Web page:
A plan to bar oil and gas exploration within 10 miles of Chaco Canyon National Park for the next 20 years has drawn a quick response from some Western Republicans.
The announcement came shortly after tribal leaders met with President Joe Biden at the White House. Many of the tribal leaders have been fighting oil and gas exploration in the area, sacred to several tribes and one of the most important collections of prehistoric ruins in the southwest.
However, the Navajo Tribal Council opposed the ban, saying it should be more limited.
Chaco Canyon Park includes some 30,000 acres in northwest New Mexico and was set aside in 1907 by President Theodore Roosevelt and is now a UNESCO World Heritage site. Chaco Canyon in the 9th through 13th centuries was home to a complex Pueblo culture, linked to a large area by still mysterious, exquisitely constructed roads.
The temporary ban on oil and gas drilling there comes in the wake of lawsuits by environmental groups that have temporarily blocked fracking operations on the edge of Petrified Forest National Park to extract helium. The federal government agreed to undertake additional environmental studies when faced by the lawsuit.
Secretary of the Interior Deb Haaland, the first Native American cabinet secretary in US history, defended the Chaco Canyon lease withdrawal.
“Chaco Canyon is a sacred place that holds deep meaning for the Indigenous peoples whose ancestors lived, worked and thrived in that high desert community. Now is the time to consider more enduring protections for the living landscape that is Chaco, so that we can pass on this rich cultural legacy to future generations. I value and appreciate the many tribal leaders, elected officials and stakeholders who have persisted in their work to conserve this special area.”
Rep. Paul Gosar blasted the decision to pause issuing of drilling permits near Chaco.
“Today’s latest land grab by the Biden administration will strip hundreds of Navajo allottees of their rights to their lands by imposing an unscientific and overreaching buffer around Chaco Canyon,” said Rep. Gosar in a release. “We heard from these allottees directly and urged the DOI to listen and reject this reckless policy. This action is another attack on America’s energy independence by the Biden administration. They are determined to shut down federal lands to all energy development while begging foreign countries for more oil. “
The 24th Navajo Nation Council in a release opposed the ban on new leases, saying the federal government had not adequately consulted with the tribe.
“The Biden Administration bypassed previous requests to Congress for field hearings and for leaders to hear directly from our Navajo families affected in the Chaco Canyon region. The position of the Navajo Nation Council is for the creation of a five-mile buffer within and around this sacred site. It is important that the federal government consider and work with our Navajo allottees to further advance development. The Administration must respect our tribal sovereignty and what the government to government relationship entails,” said Speaker Seth Damon (Bááhaalí, Chichiltah, Manuelito, Red Rock, Rock Springs, Tséyatoh).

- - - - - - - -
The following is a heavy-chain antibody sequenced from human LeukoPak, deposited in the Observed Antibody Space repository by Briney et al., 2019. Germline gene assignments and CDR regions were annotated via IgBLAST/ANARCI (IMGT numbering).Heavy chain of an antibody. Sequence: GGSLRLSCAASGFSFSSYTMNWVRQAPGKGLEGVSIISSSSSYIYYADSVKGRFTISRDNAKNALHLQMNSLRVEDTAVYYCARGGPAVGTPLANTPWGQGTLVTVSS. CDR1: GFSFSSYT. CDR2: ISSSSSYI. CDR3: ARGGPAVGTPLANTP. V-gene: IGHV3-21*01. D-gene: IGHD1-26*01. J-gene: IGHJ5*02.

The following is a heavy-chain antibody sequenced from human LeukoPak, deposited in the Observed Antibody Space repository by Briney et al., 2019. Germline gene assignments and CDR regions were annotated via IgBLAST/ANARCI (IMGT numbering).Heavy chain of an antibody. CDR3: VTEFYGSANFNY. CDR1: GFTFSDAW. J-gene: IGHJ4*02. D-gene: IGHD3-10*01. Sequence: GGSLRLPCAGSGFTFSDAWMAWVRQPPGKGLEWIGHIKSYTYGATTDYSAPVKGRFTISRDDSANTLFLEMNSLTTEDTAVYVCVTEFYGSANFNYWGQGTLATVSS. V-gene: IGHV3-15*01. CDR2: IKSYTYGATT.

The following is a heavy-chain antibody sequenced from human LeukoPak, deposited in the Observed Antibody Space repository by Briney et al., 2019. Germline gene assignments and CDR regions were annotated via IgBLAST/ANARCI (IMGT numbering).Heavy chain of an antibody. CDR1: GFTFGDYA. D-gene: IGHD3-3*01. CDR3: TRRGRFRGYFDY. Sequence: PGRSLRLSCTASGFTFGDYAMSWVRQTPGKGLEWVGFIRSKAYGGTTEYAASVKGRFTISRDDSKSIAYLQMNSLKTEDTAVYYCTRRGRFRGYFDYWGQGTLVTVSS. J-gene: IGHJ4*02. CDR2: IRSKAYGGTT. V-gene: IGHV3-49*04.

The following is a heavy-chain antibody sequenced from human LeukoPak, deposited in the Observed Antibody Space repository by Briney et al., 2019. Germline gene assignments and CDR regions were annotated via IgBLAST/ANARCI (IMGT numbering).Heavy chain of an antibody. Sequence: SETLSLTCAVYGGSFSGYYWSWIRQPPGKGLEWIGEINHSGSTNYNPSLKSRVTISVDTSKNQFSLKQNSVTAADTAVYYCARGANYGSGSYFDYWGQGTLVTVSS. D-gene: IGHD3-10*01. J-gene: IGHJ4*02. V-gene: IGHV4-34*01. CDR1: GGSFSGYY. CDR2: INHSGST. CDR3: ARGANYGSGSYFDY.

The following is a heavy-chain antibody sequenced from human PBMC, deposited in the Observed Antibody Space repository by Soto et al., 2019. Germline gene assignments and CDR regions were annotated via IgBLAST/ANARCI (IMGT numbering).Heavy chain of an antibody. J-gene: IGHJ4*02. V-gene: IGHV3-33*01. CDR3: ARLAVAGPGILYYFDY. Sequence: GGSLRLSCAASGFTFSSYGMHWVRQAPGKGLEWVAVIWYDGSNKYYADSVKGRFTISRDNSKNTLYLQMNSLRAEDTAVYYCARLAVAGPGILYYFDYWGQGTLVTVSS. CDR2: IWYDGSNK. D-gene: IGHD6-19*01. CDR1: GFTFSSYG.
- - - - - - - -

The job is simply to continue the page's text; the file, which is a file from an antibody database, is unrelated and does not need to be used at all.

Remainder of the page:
“Protecting the interests of the Navajo people in the Eastern Agency is vital to our roles as the governing of the Navajo Nation. We must ensure the livelihood of Navajo allotted land owners in the greater Chaco Canyon area are maintained. The Navajo Nation through a resolution has provided a compromise to also protect this sacred area from mineral development. The Biden administration has to work with us to find a solution that meets our needs and that is this five-mile buffer zone,” said Resources and Development Committee Chair Rickie Nez (T’iistsoh Sikaad, Nenahnezad, Upper Fruitland, Tsé Daa K’aan, Newcomb, San Juan).
The Interior Department indicated the ban would affect only federal lands, not tribal or private lands. It would also not affect existing leases.
Meanwhile, the federal government has undertaken additional environmental studies of a plan to frack for hydrogen near the border of the Petrified Forest.
Environmental groups agreed to suspend a lawsuit pending the outcome of those environmental studies.
That lawsuit involves several parcels owned by the federal Bureau of Land Management over the Coconino aquifer. Fracking involves injecting high pressure water and other fluids into underground natural gas and oil deposits. The pressurized fluids force oil, natural gas and hydrogen out of the rocks, which can be captured by well sites.
Environmental groups like the Center for Biological Diversity, the Sierra Club and WildEarth Guardians argued the process could contaminate ground water, including perhaps the underground flows that feed the Little Colorado River, which in turn feeds into the Grand Canyon. The drilling companies argued the fracking operations will take place in a portion of the underground water table that’s so full of minerals that it’s not useful.
The environmental groups also argued the fracking fluids could leave toxic chemicals at the surface.